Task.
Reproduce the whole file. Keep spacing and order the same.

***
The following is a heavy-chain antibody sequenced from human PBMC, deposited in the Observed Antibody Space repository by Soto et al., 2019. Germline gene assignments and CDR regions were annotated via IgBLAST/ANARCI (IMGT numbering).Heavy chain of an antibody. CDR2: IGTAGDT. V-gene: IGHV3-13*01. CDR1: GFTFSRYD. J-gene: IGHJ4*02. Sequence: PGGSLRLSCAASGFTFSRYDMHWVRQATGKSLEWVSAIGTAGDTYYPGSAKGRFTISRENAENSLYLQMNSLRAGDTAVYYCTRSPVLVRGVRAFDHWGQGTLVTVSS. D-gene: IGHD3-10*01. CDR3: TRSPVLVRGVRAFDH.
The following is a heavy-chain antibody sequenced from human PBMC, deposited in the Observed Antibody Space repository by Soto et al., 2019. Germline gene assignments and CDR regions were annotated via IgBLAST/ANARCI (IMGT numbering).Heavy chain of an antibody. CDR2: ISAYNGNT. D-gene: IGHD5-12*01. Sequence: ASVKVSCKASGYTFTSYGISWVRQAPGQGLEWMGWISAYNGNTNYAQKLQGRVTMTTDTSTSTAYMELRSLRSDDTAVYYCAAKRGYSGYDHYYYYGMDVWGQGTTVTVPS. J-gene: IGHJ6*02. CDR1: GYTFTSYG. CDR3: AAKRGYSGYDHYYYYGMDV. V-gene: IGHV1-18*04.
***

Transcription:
The following is a heavy-chain antibody sequenced from human PBMC, deposited in the Observed Antibody Space repository by Soto et al., 2019. Germline gene assignments and CDR regions were annotated via IgBLAST/ANARCI (IMGT numbering).Heavy chain of an antibody. CDR2: IGTAGDT. V-gene: IGHV3-13*01. CDR1: GFTFSRYD. J-gene: IGHJ4*02. Sequence: PGGSLRLSCAASGFTFSRYDMHWVRQATGKSLEWVSAIGTAGDTYYPGSAKGRFTISRENAENSLYLQMNSLRAGDTAVYYCTRSPVLVRGVRAFDHWGQGTLVTVSS. D-gene: IGHD3-10*01. CDR3: TRSPVLVRGVRAFDH.
The following is a heavy-chain antibody sequenced from human PBMC, deposited in the Observed Antibody Space repository by Soto et al., 2019. Germline gene assignments and CDR regions were annotated via IgBLAST/ANARCI (IMGT numbering).Heavy chain of an antibody. CDR2: ISAYNGNT. D-gene: IGHD5-12*01. Sequence: ASVKVSCKASGYTFTSYGISWVRQAPGQGLEWMGWISAYNGNTNYAQKLQGRVTMTTDTSTSTAYMELRSLRSDDTAVYYCAAKRGYSGYDHYYYYGMDVWGQGTTVTVPS. J-gene: IGHJ6*02. CDR1: GYTFTSYG. CDR3: AAKRGYSGYDHYYYYGMDV. V-gene: IGHV1-18*04.